An enlarged version of a similar Kollwitz sculpture, Mother with her Dead Son, was placed in 1993 at the center of Neue Wache in Berlin, which serves as a monument to "the Victims of War and Tyranny".

Artist Birgit Stauch depicted Kollwitz in a bronze bust displayed in the Käthe-Kollwitz-Schule in Esslingen, one of more than 40 German schools named after her.[28][29][30][31][32][33]

Two museums, one in Berlin[34]and Cologne,[35] are dedicated solely to her work.

[edit] References

  1. ^ Bittner, Herbert, Kaethe Kollwitz; Drawings, page 1. Thomas Yoseloff, 1959.
  2. ^ Fritsch, Martin (ed.), Homage to Käthe Kollwitz. Leipzig: E. A. Seeman, 2005.
  3. ^ "The aim of realism to capture the particular and accidental with minute exactness was abandoned for a more abstract and universal conception and a more summary execution". Zigrosser, Carl: Prints and Drawings of Käthe Kollwitz, page XIII. Dover, 1969.
  4. ^ Bittner, page 2.
  5. ^ Kurth, Willy: Kaethe Kollwitz, Geleitwort zum Katalog der Ausstellung in der Deutschen Akademie der Kuenste, 1951.
  6. ^ Bittner, page 3.
  7. ^ a b c Bittner, page 4.
  8. ^ Fecht, Tom: Käthe Kollwitz: Works in Color, page 6. Random House, Inc., 1988.
  9. ^ Bittner, pages 1-2.
  10. ^ Drysdale, Graeme R. (May 2009). "Kaethe Kollwitz (1867–1945): the artist who may have suffered from Alice in Wonderland Syndrome". Journal of Medical Biography 17 (2): 106–10. doi:10.1258/jmb.2008.008042. PMID 19401515. http://jmb.rsmjournals.com/cgi/content/abstract/rsmjmb;17/2/106?maxtoshow=&HITS=10&hits=10&RESULTFORMAT=1&searchid=1&FIRSTINDEX=50&resourcetype=HWCIT.
  11. ^ Bittner, pages 4-5.
  12. ^ a b c Bittner, page 6.
  13. ^ Bittner, pages 6-7. During this time she also visited Rodin twice.
  14. ^ "But there, for the first time, I began to understand Florentine art." Kollwitz, Kaethe: The Diaries and Letters of Kaethe Kollwitz, page 45. Henry Regnery Company, 1955.
  15. ^ "Nevertheless I am no longer satisfied. There are too many good things that seem fresher than mine... I should like to do the new etchings so that all the essentials are strongly stressed and the inessentials almost omitted." Kollwitz, page 52.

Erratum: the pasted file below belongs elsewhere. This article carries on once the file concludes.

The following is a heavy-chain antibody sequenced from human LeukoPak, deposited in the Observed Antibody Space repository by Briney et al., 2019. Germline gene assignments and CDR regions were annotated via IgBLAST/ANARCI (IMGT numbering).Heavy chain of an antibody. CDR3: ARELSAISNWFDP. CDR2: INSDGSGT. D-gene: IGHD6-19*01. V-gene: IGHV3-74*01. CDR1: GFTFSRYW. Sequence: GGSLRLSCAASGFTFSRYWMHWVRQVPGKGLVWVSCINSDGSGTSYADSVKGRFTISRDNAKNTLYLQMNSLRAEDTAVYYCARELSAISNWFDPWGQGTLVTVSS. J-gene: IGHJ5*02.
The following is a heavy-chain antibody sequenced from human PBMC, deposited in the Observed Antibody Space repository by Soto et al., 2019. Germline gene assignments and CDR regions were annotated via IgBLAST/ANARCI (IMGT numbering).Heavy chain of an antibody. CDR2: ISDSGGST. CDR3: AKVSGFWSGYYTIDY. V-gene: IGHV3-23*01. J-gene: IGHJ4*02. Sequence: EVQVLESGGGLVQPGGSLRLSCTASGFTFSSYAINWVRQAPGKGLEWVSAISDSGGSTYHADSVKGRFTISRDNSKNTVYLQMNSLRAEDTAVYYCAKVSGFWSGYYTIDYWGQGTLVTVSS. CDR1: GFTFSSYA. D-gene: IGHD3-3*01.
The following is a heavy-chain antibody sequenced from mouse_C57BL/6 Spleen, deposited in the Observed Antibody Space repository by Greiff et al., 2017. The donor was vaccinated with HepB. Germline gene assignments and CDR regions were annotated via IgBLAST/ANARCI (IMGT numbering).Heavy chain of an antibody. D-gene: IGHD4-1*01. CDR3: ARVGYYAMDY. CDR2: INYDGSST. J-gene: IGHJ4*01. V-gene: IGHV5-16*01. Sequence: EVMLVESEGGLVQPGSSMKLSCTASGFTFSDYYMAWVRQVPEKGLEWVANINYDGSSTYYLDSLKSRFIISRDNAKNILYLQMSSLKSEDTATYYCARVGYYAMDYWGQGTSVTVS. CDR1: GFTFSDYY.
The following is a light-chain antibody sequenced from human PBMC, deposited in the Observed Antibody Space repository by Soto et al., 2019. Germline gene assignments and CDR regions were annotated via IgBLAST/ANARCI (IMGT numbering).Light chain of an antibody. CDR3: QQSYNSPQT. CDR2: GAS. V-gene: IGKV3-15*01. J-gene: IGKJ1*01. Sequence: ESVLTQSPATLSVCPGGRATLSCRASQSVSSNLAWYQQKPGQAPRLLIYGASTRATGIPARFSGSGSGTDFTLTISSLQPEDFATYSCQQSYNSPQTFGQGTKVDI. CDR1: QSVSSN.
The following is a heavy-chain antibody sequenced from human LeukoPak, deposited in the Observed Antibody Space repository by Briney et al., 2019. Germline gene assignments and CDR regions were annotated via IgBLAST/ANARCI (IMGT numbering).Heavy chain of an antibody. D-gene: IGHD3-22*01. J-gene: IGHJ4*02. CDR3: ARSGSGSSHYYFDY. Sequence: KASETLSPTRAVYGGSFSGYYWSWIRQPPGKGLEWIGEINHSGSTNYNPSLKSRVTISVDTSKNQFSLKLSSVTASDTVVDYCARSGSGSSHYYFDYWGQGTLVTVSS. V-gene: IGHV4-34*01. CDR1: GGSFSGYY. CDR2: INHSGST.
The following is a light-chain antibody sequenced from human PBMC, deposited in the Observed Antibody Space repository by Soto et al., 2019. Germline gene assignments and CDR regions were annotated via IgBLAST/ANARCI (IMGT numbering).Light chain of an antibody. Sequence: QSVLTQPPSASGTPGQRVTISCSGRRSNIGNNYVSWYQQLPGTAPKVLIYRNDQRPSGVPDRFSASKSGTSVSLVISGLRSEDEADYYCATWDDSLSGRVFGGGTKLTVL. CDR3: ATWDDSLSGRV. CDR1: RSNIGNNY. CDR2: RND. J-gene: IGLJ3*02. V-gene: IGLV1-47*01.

16. ^ Bittner, page 9.
  17. ^ "I stood before the woman, looked at her—my own face—and wept and stroked her cheeks." Kollwitz, page 122.
  18. ^ "The elements of her nature and her art can often be felt more immediately in the drawings than in the prints, even much that in the latter has scarcely found a fulfillment." Kurth, Willy: Kunstchronik, N.F., Vol. XXXVII, 1917.
  19. ^ Kollwitz, page 89.
  20. ^ a b Bittner, page 10.
  21. ^ Bittner, page 11.
  22. ^ Dorothea Körner, "Man schweigt in sich hinein – Käthe Kollwitz und die Preußische Akademie der Künste 1933-1945" Berlinische Monatsschrift (2000) Issue 9, pp. 157–166. Retrieved July 8, 2010 (German)
  23. ^ Jane Kelly, "The Point is to Change it" jstor.org/stable/1360622 (fee required) Retrieved July 9, 2010
  24. ^ Bittner, page 13.
  25. ^ a b Bittner, page 15.
  26. ^ Zigrosser, page XXII, 1969.
  27. ^ Gerhart Hauptmann, quoted by Zigrosser, page XIII, 1969.
  28. ^ Short explanation of the school's name, with links to three articles about Kollwitz Käthe-Kollwitz-Schule Esslingen, official website. Retrieved July 9, 2010 (German)
  29. ^ List of hits for Käthe-Kollwitz-Gymnasium Google website. Retrieved July 10, 2010
  30. ^ List of hits for Käthe-Kollwitz-Schule Google website. There is some overlap because some schools use both "Schule" and another term to refer to themselves. Retrieved July 10, 2010
  31. ^ List of hits for Käthe-Kollwitz-Realschule Google website. Retrieved July 10, 2010
  32. ^ List of hits for Käthe-Kollwitz-Hauptschule Google website. Retrieved July 10, 2010
  33. ^ List of hits for Käthe-Kollwitz-Gesamtschule Google website. Retrieved July 10, 2010
  34. ^ Käthe Kollwitz Museum Berlin Official website. Retrieved January 30, 2011
  35. ^ Käthe Kollwitz Museum Köln Official website. Retrieved January 30, 2011 (German)

[edit] External links